Payload switch-on

Once the GIOVE-B spacecraft platform is fully commissioned, the navigation payload can be switched on. The rubidium and passive hydrogen maser clocks will be started first, followed by the navigation signal generator.

The final units to be turned on will be the transmit chain consisting of L-band solid-state power amplifiers that broadcast the Galileo signals to the Earth. First signal transmission is anticipated in the coming days and will be received and calibrated by In-Orbit Test (IOT) facilities deployed at ESA's ground station in Redu (Belgium) and at Chilbolton Observatory in the UK.

Source: ESA

Explore further: Technology-testing CubeSat hitchhiker on today's HTV launch

Related Stories

Technology-testing CubeSat hitchhiker on today's HTV launch

August 19, 2015

Today's HTV supply launch from Japan to the International Space Station also marks the arrival in orbit of one of ESA's smallest missions yet – a CubeSat which will test miniaturised technologies for space, set to be followed ...

Exoplanets 20/20: Looking back to the future

July 31, 2015

Geoff Marcy remembers the hair standing up on the back of his neck. Paul Butler remembers being dead tired. The two men had just made history: the first confirmation of a planet orbiting another star.

Mars Odyssey orbiter out of precautionary 'safe mode'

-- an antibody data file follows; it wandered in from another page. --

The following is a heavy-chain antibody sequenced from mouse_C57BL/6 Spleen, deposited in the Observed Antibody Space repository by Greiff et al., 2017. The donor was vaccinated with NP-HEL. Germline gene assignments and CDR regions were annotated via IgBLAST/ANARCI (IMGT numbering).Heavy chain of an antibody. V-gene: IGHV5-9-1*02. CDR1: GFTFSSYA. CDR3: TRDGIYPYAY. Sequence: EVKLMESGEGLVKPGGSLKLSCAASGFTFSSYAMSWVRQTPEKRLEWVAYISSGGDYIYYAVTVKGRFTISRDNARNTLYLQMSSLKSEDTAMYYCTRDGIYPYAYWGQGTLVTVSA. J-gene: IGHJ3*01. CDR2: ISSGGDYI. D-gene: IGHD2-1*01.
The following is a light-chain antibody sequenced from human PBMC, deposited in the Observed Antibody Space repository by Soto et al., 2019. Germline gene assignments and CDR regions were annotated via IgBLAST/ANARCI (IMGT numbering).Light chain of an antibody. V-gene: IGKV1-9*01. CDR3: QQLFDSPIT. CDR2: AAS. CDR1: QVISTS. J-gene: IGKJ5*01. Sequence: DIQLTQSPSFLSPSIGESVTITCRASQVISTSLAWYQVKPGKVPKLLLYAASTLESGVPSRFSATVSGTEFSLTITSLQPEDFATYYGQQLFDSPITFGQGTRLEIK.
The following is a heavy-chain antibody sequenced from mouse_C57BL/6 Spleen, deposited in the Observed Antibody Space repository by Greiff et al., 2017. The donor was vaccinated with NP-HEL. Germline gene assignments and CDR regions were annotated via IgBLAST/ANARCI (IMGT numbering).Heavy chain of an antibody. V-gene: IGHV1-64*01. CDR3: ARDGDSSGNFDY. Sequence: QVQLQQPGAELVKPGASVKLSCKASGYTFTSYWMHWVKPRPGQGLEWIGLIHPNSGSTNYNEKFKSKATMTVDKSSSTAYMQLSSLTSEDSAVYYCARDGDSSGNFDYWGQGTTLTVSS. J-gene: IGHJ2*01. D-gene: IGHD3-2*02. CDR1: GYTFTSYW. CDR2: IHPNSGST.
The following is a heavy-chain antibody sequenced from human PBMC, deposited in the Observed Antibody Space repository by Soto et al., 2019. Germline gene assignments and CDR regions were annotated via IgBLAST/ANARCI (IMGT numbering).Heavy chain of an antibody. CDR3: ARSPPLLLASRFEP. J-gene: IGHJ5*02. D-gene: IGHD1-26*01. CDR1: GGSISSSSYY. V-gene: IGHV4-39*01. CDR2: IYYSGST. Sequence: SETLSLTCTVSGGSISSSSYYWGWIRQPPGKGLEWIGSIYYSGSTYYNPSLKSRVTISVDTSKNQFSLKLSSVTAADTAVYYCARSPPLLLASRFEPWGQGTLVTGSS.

June 20, 2012

(Phys.org) -- NASA's Mars Odyssey orbiter has been taken out of a protective status called safe mode. Remaining steps toward resuming all normal spacecraft activities will probably be completed by next week.

What are extrasolar planets?

May 25, 2015

For countless generations, human beings have looked out at the night sky and wondered if they were alone in the universe. With the discovery of other planets in our solar system, the true extent of the Milky Way galaxy, and ...

On Pi Day, how scientists use this number

March 13, 2015

If you like numbers, you will love March 14, 2015. When written as a numerical date, it's 3/14/15, corresponding to the first six digits of pi (3.1415)—a once-in-a-century coincidence! Pi Day, which would have been the ...

Recommended for you

Image: Hubble sees a youthful cluster

August 31, 2015

Shown here in a new image taken with the Advanced Camera for Surveys (ACS) on board the NASA/ESA Hubble Space Telescope is the globular cluster NGC 1783. This is one of the biggest globular clusters in the Large Magellanic ...

New Horizons team selects potential Kuiper Belt flyby target

August 29, 2015

NASA has selected the potential next destination for the New Horizons mission to visit after its historic July 14 flyby of the Pluto system. The destination is a small Kuiper Belt object (KBO) known as 2014 MU69 that orbits ...

Earth's extremes point the way to extraterrestrial life

August 26, 2015

Bizarre creatures that go years without water. Others that can survive the vacuum of open space. Some of the most unusual organisms found on Earth provide insights for Washington State University planetary scientist Dirk ...

0 comments

Please sign in to add a comment. Registration is free, and takes less than a minute. Read more

Click here to reset your password.
Sign in to get notified via email when new comments are made.